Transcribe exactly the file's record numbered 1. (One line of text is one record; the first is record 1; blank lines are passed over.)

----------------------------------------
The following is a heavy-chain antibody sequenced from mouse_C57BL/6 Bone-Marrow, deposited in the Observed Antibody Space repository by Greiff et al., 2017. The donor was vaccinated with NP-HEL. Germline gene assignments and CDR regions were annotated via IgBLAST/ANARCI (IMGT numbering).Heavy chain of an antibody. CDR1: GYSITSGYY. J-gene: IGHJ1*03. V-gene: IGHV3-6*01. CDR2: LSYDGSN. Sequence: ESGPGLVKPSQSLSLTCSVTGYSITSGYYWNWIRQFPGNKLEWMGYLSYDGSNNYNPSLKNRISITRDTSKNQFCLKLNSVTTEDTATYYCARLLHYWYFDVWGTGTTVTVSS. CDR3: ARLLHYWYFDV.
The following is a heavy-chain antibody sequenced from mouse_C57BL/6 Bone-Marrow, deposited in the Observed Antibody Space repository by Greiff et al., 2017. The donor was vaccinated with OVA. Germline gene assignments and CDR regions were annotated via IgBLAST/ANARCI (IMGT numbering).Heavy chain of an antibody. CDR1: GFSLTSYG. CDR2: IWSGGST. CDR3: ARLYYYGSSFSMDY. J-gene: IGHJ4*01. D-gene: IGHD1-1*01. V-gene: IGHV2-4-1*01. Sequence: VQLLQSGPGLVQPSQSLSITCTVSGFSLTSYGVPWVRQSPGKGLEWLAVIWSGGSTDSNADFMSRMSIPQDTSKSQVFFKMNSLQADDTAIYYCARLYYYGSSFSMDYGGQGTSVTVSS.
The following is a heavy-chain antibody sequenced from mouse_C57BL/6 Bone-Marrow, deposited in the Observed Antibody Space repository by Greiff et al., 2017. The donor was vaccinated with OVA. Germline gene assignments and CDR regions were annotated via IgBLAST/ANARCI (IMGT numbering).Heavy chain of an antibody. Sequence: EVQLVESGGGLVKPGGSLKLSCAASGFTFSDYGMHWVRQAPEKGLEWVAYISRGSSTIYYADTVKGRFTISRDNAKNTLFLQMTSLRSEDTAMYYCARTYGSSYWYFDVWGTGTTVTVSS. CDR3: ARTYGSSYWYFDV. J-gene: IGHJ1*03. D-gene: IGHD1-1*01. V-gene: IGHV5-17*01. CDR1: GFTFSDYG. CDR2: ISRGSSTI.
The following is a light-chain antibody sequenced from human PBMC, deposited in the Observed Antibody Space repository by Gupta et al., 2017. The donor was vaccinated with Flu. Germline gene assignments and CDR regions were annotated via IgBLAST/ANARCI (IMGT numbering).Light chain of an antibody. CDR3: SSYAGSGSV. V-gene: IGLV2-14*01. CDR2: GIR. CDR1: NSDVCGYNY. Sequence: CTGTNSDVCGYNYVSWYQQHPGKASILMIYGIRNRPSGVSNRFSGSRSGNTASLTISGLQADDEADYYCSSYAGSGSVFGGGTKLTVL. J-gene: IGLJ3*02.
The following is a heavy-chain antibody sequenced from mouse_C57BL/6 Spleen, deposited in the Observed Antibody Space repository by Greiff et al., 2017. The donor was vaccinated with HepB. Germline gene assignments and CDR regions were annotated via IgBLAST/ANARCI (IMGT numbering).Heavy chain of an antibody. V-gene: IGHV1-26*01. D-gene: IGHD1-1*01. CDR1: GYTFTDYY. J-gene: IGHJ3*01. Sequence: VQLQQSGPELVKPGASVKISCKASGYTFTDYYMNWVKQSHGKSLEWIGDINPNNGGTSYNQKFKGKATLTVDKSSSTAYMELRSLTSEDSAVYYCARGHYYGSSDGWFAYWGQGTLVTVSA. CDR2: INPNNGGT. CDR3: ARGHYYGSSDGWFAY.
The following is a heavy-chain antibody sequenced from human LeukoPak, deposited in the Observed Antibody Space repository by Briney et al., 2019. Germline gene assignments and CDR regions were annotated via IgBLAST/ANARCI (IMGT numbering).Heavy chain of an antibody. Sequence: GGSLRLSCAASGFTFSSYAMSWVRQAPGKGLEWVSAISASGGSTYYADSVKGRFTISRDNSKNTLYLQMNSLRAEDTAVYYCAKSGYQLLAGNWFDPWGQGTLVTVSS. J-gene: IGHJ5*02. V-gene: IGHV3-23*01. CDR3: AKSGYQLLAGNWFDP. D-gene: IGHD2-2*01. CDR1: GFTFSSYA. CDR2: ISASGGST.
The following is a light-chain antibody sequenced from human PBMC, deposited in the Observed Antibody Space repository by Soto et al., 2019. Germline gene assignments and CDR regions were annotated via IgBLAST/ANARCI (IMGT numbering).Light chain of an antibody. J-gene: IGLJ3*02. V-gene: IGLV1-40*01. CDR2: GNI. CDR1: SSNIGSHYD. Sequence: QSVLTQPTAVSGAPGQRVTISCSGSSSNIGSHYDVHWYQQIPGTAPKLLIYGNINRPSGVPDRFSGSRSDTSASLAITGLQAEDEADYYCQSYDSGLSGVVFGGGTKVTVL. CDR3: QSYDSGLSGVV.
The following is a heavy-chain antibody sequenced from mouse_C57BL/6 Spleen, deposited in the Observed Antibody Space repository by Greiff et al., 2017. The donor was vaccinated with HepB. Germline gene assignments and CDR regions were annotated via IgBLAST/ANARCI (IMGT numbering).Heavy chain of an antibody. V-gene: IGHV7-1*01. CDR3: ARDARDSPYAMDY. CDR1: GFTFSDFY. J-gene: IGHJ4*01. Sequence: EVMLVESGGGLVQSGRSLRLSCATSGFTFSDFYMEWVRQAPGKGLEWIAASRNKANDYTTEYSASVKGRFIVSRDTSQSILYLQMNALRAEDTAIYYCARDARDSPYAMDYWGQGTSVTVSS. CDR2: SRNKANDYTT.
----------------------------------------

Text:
The following is a heavy-chain antibody sequenced from mouse_C57BL/6 Bone-Marrow, deposited in the Observed Antibody Space repository by Greiff et al., 2017. The donor was vaccinated with NP-HEL. Germline gene assignments and CDR regions were annotated via IgBLAST/ANARCI (IMGT numbering).Heavy chain of an antibody. CDR1: GYSITSGYY. J-gene: IGHJ1*03. V-gene: IGHV3-6*01. CDR2: LSYDGSN. Sequence: ESGPGLVKPSQSLSLTCSVTGYSITSGYYWNWIRQFPGNKLEWMGYLSYDGSNNYNPSLKNRISITRDTSKNQFCLKLNSVTTEDTATYYCARLLHYWYFDVWGTGTTVTVSS. CDR3: ARLLHYWYFDV.